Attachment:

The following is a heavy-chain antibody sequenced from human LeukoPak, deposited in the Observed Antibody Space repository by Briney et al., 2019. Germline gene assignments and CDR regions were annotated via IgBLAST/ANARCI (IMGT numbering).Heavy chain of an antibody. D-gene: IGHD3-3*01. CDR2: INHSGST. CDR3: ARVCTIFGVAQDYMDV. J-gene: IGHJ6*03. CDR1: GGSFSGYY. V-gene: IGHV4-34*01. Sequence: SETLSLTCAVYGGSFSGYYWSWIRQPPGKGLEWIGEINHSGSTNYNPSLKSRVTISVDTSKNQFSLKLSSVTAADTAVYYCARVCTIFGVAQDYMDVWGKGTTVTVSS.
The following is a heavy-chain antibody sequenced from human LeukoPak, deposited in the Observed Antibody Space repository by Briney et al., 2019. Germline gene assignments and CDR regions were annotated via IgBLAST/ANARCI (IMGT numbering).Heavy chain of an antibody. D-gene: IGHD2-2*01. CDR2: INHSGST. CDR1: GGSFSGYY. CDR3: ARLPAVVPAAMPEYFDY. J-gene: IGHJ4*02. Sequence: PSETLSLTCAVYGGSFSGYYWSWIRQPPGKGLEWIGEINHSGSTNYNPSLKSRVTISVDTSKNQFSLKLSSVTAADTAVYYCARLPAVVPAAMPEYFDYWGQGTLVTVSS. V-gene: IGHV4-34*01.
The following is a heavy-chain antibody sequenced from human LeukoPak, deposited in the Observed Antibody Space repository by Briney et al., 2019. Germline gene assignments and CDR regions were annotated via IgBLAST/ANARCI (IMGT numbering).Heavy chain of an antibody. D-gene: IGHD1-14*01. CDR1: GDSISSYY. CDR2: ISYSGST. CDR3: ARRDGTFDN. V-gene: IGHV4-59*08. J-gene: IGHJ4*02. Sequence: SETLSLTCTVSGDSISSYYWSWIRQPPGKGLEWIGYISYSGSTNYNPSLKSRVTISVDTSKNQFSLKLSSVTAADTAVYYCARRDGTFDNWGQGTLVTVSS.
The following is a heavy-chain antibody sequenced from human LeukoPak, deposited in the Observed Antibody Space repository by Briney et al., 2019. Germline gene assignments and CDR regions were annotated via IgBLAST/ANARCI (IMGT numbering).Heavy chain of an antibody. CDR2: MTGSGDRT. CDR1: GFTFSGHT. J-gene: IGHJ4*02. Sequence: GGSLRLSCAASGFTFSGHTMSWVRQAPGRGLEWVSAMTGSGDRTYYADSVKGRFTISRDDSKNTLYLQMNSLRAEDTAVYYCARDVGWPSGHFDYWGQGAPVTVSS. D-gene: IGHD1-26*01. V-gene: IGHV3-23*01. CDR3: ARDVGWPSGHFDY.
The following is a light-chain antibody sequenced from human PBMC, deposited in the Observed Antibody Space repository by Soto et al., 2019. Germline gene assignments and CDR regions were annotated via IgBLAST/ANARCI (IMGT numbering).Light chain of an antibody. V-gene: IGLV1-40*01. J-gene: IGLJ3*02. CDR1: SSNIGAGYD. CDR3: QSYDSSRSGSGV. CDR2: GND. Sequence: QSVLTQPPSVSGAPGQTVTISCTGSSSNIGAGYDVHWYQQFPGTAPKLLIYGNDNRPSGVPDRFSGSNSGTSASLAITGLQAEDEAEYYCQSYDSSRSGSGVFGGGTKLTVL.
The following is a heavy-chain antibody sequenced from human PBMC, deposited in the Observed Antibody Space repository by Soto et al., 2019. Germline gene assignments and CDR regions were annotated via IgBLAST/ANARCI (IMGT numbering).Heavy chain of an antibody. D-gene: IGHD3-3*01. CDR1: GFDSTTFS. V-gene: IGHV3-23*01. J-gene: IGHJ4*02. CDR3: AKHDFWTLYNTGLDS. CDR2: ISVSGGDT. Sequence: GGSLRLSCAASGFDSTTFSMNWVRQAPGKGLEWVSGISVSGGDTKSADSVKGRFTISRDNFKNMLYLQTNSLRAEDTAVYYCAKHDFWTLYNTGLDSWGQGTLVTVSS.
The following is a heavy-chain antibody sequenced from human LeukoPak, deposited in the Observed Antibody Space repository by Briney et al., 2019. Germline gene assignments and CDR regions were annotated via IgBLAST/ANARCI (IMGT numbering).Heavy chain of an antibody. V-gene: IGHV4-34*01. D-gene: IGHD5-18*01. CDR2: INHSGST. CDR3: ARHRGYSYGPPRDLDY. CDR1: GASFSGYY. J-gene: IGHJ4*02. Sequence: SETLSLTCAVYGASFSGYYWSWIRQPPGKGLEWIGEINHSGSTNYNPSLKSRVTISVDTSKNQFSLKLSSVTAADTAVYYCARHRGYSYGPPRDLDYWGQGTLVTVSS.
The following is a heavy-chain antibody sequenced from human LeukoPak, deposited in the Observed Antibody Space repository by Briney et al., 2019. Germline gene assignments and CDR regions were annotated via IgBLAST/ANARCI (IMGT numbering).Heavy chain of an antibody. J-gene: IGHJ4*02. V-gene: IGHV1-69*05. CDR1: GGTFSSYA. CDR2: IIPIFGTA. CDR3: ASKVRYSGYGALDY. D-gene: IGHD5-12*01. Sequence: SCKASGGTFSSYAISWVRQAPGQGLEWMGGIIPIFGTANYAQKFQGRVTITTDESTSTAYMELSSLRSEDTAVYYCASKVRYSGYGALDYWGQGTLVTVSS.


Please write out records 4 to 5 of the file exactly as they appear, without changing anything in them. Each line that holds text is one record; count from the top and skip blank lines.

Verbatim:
The following is a heavy-chain antibody sequenced from human LeukoPak, deposited in the Observed Antibody Space repository by Briney et al., 2019. Germline gene assignments and CDR regions were annotated via IgBLAST/ANARCI (IMGT numbering).Heavy chain of an antibody. CDR2: MTGSGDRT. CDR1: GFTFSGHT. J-gene: IGHJ4*02. Sequence: GGSLRLSCAASGFTFSGHTMSWVRQAPGRGLEWVSAMTGSGDRTYYADSVKGRFTISRDDSKNTLYLQMNSLRAEDTAVYYCARDVGWPSGHFDYWGQGAPVTVSS. D-gene: IGHD1-26*01. V-gene: IGHV3-23*01. CDR3: ARDVGWPSGHFDY.
The following is a light-chain antibody sequenced from human PBMC, deposited in the Observed Antibody Space repository by Soto et al., 2019. Germline gene assignments and CDR regions were annotated via IgBLAST/ANARCI (IMGT numbering).Light chain of an antibody. V-gene: IGLV1-40*01. J-gene: IGLJ3*02. CDR1: SSNIGAGYD. CDR3: QSYDSSRSGSGV. CDR2: GND. Sequence: QSVLTQPPSVSGAPGQTVTISCTGSSSNIGAGYDVHWYQQFPGTAPKLLIYGNDNRPSGVPDRFSGSNSGTSASLAITGLQAEDEAEYYCQSYDSSRSGSGVFGGGTKLTVL.